Understanding Metabolic Syndrome

Understanding-Metabolic-SyndromeOne of the negative health effects of obesity is the development of medical conditions related to being overweight.  While each of these obesity-related conditions present a risk for developing heart disease or diabetes, the risk increases substantially when several of these conditions occur together. Because of this increased risk, when two or more common obesity related conditions occur together, the term metabolic syndrome, or less commonly syndrome X, is used.

The components of metabolic syndrome are:

  • Hypertension (high blood pressure)
  • High blood sugar levels
  • High triglycerides
  • Low HDL or “good” cholesterol and high LDL or “bad” cholesterol
  • High level of visceral (abdominal) fat

Each of the contributing conditions for metabolic syndrome has an influence on the health of your heart. When combined, the risk for cardiovascular disease becomes even higher. According to the American Heart Association, almost one in every six Americans have metabolic syndrome.

Having metabolic syndrome increases your risk for type-2 diabetes by five times that of a healthy individual.

Causes of Metabolic Syndrome

Metabolic syndrome develops when three of these five chronic conditions occur together. Each of these conditions, high blood pressure, high blood sugar, high cholesterol and obesity are influenced by a collection of lifestyle factors, medical concerns and family history.

The primary risk factors for metabolic syndrome are:

  • Family history of the disease
  • Inactive lifestyle
  • Diet rich in sugar and fat
  • Being over the age of 60
  • Obesity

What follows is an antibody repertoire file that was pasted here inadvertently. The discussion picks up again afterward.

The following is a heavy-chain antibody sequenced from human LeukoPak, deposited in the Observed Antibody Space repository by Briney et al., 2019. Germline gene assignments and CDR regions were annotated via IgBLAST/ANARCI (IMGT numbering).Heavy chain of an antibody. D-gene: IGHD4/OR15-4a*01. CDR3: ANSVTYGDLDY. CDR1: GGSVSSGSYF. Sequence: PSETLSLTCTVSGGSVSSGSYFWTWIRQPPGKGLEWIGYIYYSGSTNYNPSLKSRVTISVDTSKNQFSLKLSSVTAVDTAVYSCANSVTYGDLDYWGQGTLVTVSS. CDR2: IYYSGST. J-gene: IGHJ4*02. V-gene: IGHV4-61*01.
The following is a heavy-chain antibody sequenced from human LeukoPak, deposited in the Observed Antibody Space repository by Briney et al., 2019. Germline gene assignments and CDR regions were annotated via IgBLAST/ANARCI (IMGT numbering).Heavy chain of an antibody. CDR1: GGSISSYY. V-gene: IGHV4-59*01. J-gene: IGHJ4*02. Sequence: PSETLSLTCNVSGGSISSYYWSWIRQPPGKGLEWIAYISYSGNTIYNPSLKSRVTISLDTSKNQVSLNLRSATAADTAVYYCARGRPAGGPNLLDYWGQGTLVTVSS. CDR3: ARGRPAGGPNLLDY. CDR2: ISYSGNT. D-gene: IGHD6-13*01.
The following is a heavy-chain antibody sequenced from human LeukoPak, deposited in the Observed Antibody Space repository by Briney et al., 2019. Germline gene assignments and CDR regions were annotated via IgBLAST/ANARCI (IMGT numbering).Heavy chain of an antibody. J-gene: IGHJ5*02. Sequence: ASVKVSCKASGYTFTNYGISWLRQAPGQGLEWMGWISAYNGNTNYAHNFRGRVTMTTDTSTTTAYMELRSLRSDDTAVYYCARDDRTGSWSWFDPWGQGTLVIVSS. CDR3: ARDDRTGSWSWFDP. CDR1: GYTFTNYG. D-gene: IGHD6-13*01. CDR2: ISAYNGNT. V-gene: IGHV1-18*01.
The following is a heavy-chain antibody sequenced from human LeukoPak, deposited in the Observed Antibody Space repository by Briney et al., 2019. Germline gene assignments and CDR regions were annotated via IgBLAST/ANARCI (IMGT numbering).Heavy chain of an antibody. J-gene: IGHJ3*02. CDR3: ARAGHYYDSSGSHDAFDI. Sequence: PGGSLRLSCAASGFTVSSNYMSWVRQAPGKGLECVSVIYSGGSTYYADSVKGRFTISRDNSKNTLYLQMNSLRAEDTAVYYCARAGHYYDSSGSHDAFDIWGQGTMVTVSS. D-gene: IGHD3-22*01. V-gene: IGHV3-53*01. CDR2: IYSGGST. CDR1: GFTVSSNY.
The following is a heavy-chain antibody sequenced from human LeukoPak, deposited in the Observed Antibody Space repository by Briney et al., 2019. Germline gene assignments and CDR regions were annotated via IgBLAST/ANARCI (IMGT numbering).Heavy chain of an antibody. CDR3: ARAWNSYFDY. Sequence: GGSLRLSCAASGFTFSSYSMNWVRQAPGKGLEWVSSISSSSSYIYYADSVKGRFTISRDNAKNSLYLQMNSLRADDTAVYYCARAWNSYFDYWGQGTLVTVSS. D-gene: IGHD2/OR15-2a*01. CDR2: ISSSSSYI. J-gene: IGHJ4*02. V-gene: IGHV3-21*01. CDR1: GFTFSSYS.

Diagnosing Metabolic Syndrome

There is no specific test for metabolic syndrome. The condition is diagnosed when at least three of the following criteria are met:

  • Blood pressure levels are 120/80 or above
  • LDL cholesterol is higher than 100 mg/dL
  • HDL cholesterol is lower than 60 mg/dL
  • Triglycerides are higher than 150 mg/dL
  • Fasting blood sugar levels are high, indicating insulin resistance

The rise of obesity rates in the United States has made metabolic syndrome more prevalent. It is predicted that in the future, metabolic syndrome will replace smoking as the primary risk factor for cardiovascular disease.

Treatment for Metabolic Syndrome

The goal of treatment is to correct the underlying health concerns that contribute to metabolic syndrome. This is often achieved through a combination of medical support, weight loss and healthy behavioral changes.

Treatment often incorporates:

  • Weight loss support to manage blood pressure, blood sugar and cholesterol levels
  • Dietary changes to reduce abdominal fat
  • Regular physical activity
  • Medications to control cholesterol and triglyceride levels

Metabolic syndrome is preventable. Even those with a strong family history of the condition can adopt healthy lifestyle habits to prevent the onset of the disease. Exercising daily, eating a diet rich in whole-foods like fruits, vegetables, lean meats and whole grains and avoiding excessive use of alcohol and tobacco can all help prevent the onset of metabolic syndrome.